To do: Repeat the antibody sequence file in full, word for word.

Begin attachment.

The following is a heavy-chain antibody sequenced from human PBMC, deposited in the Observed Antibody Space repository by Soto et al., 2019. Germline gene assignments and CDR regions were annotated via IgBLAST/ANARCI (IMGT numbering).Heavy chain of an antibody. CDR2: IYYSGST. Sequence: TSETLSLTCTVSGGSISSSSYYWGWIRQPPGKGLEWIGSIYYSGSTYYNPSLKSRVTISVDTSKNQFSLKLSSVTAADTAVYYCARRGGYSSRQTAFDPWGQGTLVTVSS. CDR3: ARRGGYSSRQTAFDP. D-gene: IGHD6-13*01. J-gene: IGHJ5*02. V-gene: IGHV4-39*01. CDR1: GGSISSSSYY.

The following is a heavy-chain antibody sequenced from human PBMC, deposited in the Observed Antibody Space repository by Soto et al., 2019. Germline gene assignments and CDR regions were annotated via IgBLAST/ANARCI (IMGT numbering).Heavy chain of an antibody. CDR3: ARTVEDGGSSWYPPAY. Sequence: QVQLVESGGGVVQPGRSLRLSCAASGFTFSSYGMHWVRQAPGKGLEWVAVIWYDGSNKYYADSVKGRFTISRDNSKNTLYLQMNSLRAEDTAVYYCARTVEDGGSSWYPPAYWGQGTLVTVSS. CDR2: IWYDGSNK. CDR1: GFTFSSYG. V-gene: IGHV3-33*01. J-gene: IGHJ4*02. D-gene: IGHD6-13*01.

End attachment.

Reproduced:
The following is a heavy-chain antibody sequenced from human PBMC, deposited in the Observed Antibody Space repository by Soto et al., 2019. Germline gene assignments and CDR regions were annotated via IgBLAST/ANARCI (IMGT numbering).Heavy chain of an antibody. CDR2: IYYSGST. Sequence: TSETLSLTCTVSGGSISSSSYYWGWIRQPPGKGLEWIGSIYYSGSTYYNPSLKSRVTISVDTSKNQFSLKLSSVTAADTAVYYCARRGGYSSRQTAFDPWGQGTLVTVSS. CDR3: ARRGGYSSRQTAFDP. D-gene: IGHD6-13*01. J-gene: IGHJ5*02. V-gene: IGHV4-39*01. CDR1: GGSISSSSYY.

The following is a heavy-chain antibody sequenced from human PBMC, deposited in the Observed Antibody Space repository by Soto et al., 2019. Germline gene assignments and CDR regions were annotated via IgBLAST/ANARCI (IMGT numbering).Heavy chain of an antibody. CDR3: ARTVEDGGSSWYPPAY. Sequence: QVQLVESGGGVVQPGRSLRLSCAASGFTFSSYGMHWVRQAPGKGLEWVAVIWYDGSNKYYADSVKGRFTISRDNSKNTLYLQMNSLRAEDTAVYYCARTVEDGGSSWYPPAYWGQGTLVTVSS. CDR2: IWYDGSNK. CDR1: GFTFSSYG. V-gene: IGHV3-33*01. J-gene: IGHJ4*02. D-gene: IGHD6-13*01.